How the ‘critically endangered’ Arabian leopard is being returned to the wild in Saudi Arabia

Special In Saudi Arabia, where, for generations, the Arabian Leopard and its prey were hunted and its habitat steadily eroded by human expansion and development, the animal is feared to be extinct. (Supplied/RCU Images)
In Saudi Arabia, where, for generations, the Arabian Leopard and its prey were hunted and its habitat steadily eroded by human expansion and development, the animal is feared to be extinct. (Supplied/RCU Images)
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Updated 11 February 2022

How the ‘critically endangered’ Arabian leopard is being returned to the wild in Saudi Arabia

In Saudi Arabia, where, for generations, the Arabian Leopard and its prey were hunted and its habitat steadily eroded by human expansion and development, the animal is feared to be extinct. (Supplied/RCU Images)
  • Only a handful of the magnificent animals are thought to survive in the entire Arabian Peninsula
  • A program managed by the RCU has bred 16 cubs at the Wildlife Research Center in Taif

LONDON: Abdulaziz Alenzy will never forget the moment last April when he got the call. After more than three months of anxious waiting, one of the leopards in the captive breeding program at the Wildlife Research Center in Taif had finally given birth to a healthy, feisty cub.

“I cannot describe my feelings when she was born,” said Alenzy, veterinary manager at the Royal Commission for AlUla. “We were expecting a cub to be born that day, but when I got the call from the keepers it was, ’Wow!’ I got up, got dressed and rushed to work.”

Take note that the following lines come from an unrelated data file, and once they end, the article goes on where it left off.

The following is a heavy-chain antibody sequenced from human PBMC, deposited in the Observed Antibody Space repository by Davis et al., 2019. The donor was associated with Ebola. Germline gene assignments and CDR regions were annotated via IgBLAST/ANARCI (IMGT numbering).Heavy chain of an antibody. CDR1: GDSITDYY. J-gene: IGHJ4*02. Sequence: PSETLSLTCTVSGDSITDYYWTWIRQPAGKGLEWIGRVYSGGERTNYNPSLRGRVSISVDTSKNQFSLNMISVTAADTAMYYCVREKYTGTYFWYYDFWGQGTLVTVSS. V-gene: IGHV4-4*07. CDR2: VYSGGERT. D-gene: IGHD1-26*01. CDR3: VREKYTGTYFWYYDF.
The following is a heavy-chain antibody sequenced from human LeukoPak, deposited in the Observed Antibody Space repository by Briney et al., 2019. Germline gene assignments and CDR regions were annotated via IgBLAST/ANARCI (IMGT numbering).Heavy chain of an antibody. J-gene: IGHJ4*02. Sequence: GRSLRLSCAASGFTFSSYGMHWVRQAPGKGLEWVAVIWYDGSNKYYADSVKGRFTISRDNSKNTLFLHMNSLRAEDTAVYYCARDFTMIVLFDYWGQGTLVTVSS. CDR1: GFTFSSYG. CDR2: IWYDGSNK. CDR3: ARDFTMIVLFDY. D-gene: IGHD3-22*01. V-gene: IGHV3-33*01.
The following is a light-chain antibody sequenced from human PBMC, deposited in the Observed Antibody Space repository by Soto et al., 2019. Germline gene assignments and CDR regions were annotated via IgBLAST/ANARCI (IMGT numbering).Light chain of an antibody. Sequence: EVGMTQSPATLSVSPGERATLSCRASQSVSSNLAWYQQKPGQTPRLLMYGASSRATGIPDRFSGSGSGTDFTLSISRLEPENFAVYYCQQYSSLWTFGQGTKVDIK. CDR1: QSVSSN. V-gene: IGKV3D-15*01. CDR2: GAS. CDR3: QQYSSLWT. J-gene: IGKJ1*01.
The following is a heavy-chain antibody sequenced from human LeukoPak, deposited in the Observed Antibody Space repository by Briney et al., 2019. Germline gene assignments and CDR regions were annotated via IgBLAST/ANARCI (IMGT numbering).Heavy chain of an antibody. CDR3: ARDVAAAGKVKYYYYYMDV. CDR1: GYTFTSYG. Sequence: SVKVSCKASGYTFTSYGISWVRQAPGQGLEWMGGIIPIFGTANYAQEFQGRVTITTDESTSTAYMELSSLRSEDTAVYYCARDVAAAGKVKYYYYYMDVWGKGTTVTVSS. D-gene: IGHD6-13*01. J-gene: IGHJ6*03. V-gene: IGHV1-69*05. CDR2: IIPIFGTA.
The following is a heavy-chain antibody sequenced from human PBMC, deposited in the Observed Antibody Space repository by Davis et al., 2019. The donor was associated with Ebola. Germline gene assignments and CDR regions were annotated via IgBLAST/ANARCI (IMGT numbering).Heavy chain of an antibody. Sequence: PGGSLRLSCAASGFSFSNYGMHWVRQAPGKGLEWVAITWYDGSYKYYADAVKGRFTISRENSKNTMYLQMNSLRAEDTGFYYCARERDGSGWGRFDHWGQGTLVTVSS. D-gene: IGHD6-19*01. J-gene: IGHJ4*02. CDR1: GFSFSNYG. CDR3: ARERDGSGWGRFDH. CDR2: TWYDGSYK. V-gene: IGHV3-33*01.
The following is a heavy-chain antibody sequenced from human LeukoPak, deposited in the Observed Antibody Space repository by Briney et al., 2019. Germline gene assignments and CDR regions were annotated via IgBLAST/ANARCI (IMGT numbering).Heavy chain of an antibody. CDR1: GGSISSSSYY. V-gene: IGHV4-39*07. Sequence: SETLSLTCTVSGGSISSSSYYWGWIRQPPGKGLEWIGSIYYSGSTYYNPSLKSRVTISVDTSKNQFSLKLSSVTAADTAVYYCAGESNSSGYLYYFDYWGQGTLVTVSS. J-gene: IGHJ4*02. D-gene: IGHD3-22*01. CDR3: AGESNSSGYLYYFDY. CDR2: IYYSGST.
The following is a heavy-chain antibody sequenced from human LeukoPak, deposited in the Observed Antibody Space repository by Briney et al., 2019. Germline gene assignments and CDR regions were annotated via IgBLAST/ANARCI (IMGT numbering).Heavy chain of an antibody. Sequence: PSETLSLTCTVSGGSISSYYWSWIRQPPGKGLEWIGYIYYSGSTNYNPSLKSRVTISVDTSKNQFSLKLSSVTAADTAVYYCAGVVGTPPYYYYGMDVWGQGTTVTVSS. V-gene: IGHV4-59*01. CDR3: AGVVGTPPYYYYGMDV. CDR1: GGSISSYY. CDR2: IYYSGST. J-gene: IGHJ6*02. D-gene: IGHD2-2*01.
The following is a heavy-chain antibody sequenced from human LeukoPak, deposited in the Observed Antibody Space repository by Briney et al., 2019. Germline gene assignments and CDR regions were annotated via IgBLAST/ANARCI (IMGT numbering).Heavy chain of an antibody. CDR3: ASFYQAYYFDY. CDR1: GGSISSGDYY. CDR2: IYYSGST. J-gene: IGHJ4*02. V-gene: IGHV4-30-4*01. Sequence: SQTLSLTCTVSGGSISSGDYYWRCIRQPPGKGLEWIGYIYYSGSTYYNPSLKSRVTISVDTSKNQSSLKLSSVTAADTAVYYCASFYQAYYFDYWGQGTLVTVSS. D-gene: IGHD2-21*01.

For 12 weeks the team left mother and cub undisturbed — the first three months of life can be touch-and-go for a new-born leopard. Only then were they able to carry out a medical examination, when they discovered that “we were blessed with a female cub, which is a great thing for our program.”

On that cub, one of 16 that have so far been bred successfully in Taif as part of an Arabian Leopard Program being managed by the RCU, rests the hopes of one of the most ambitious rewilding experiments ever attempted anywhere in the world.

“Our goal at RCU is nothing less than to restore the power of nature’s balance,” said Dr. Ahmed Mohammed Al-Malki, the commission’s director general of nature reserves.

Working in partnership with Panthera, a global conservation organization dedicated to preserving the world’s seven big cats and their critical role in global ecosystems, the RCU plans to reintroduce the leopard to the wild in Saudi Arabia.

“We believe that saving endangered species such as the Arabian leopard is critical to the protection of our planet and the natural balance of our ecosystem,” Al-Malki said.

Right now, the Arabian leopard is classified on the International Union for Conservation of Nature’s Red List as “critically endangered.” It is all but extinct in the wild.

Only a handful of the magnificent animals are thought to survive in the whole Arabian Peninsula, holding out in a last refuge in Oman’s Dhofar mountains.

In Saudi Arabia, where, for generations, the animal and its prey were hunted and its habitat steadily eroded by human expansion and development, the leopard is feared to be extinct.